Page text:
"The bishops have dipped their toe into the water after a freezing winter. They are understandably tentative."

 

In this statement the bishops have dipped their toe into the water after a freezing winter. They are understandably tentative. It is proper then to ask what we might ask of similar documents when they begin to swim more confidently.

I would hope for a brief overview of Australian society and its needs. This would help readers to see the connections between the different issues touched on in the document and would also mark priorities among them. Pope Francis, for example, addresses many features of modern society, but he returns constantly to the need for a just distribution of resources and for care for the environment. Gross inequality and exploitation of the environment go together and cause great damage to human beings.

Without similar concrete reflection on Australian society today, the reference to Catholic Social Teaching risks being an academic exercise and the various election issues seeming disconnected. The defence of the bishops' right to defend Catholic schools, for example, would be helped by setting it in a broader reflection on the needs of young people in Australia, and especially of those most disadvantaged.

The statement recognises that Catholic speech to the broader society now needs to be a modest conversation between equals. If this is so, the authority of statements about society will best be conferred through symbolic action.

Pope Francis understands this. Such gestures as bending to kiss the feet of the warring Sudanese leaders, and travelling to an Italian island to ask for repentance for the death of people seeking protection, are more than personal quirks. They are the heart of papal teaching.

 

 

Andrew HamiltonAndrew Hamilton is consulting editor of Eureka Street.

Topic tags: Andrew Hamilton, Australian Catholic Bishops, Plenary Council 2020, Election 2019

 

 

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Existing comments

It would, indeed, be extremely difficult for a Catholic bishop or bishops to speak on any public issue these days. They have lost credence. It will be a couple of lifetimes before they get it back. The days of the Mannix diktats are long gone. Someone like Mark Coleridge is much more tentative. Jesus never preached party politics, but he did speak out about social and economic exploitation and injustice. He interacted with the despised Samaritans. He mixed with those at the lower end of the social scale. One of his constant themes, to the rich and powerful as much as to everyone else, was that individuals can make a difference, both off their own bats and collectively. He founded a community, not just an institution. Catholic education is one of those great, often sadly unsung success stories in Australia. These days many commentators bemoan the demise of 'values education'. Catholic education has values in spades. Sometimes the bishops do not need to 'speak' with many words, but to point to where things are coming together in the Church. These 'silent sermons' are often vastly more effective.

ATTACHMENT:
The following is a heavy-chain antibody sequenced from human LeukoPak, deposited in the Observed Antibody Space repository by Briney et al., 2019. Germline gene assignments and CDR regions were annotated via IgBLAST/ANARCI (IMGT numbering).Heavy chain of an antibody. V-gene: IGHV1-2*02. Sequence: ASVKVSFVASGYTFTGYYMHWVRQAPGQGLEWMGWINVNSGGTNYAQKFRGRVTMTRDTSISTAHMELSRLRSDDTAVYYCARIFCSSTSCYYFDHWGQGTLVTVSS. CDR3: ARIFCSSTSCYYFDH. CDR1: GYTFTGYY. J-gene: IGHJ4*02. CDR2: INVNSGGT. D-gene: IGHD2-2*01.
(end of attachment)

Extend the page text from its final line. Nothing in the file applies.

Edward Fido | 02 May 2019


“It avoids the polarisation characteristic of much debate between Catholics in the United States between issues of personal morality, such as abortion and euthanasia, and issues of social morality, such as the treatment of refugees, ecology and equality.” There must be a PhD thesis in social psychology or sociology as to why those who see hobgoblins in the former seem to slip naturally into the roles of seeing hobgoblins in the latter, while those who don’t see hobgoblins in the latter seems to slip naturally into the roles of not seeing hobgoblins in the former. Perhaps, to refer to Father Brennan’s obituary of John Molony, Father Luigi Sturzo was mistaken and an old-time DLP with its mix of seeing the little person in the empowerment of subsidiarity would have bridged the gap between personal and social morality as public issues.